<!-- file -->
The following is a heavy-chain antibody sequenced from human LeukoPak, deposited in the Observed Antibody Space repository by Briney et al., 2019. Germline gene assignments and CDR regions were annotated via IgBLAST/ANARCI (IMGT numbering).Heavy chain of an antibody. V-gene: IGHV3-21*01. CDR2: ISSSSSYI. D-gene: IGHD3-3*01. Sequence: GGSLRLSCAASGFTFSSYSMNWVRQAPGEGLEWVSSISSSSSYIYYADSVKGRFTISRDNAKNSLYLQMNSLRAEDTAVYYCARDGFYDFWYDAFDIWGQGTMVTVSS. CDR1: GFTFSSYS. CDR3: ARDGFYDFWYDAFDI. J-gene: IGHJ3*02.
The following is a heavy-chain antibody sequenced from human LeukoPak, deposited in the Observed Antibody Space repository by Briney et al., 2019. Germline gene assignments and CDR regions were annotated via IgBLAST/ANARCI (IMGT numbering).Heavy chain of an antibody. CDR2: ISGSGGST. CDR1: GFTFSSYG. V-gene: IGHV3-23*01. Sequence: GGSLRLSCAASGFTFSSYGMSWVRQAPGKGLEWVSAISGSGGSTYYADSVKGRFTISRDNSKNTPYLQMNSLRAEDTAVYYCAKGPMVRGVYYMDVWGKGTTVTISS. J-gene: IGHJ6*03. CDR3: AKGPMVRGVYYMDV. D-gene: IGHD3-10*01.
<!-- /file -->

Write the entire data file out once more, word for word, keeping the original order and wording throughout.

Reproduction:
The following is a heavy-chain antibody sequenced from human LeukoPak, deposited in the Observed Antibody Space repository by Briney et al., 2019. Germline gene assignments and CDR regions were annotated via IgBLAST/ANARCI (IMGT numbering).Heavy chain of an antibody. V-gene: IGHV3-21*01. CDR2: ISSSSSYI. D-gene: IGHD3-3*01. Sequence: GGSLRLSCAASGFTFSSYSMNWVRQAPGEGLEWVSSISSSSSYIYYADSVKGRFTISRDNAKNSLYLQMNSLRAEDTAVYYCARDGFYDFWYDAFDIWGQGTMVTVSS. CDR1: GFTFSSYS. CDR3: ARDGFYDFWYDAFDI. J-gene: IGHJ3*02.
The following is a heavy-chain antibody sequenced from human LeukoPak, deposited in the Observed Antibody Space repository by Briney et al., 2019. Germline gene assignments and CDR regions were annotated via IgBLAST/ANARCI (IMGT numbering).Heavy chain of an antibody. CDR2: ISGSGGST. CDR1: GFTFSSYG. V-gene: IGHV3-23*01. Sequence: GGSLRLSCAASGFTFSSYGMSWVRQAPGKGLEWVSAISGSGGSTYYADSVKGRFTISRDNSKNTPYLQMNSLRAEDTAVYYCAKGPMVRGVYYMDVWGKGTTVTISS. J-gene: IGHJ6*03. CDR3: AKGPMVRGVYYMDV. D-gene: IGHD3-10*01.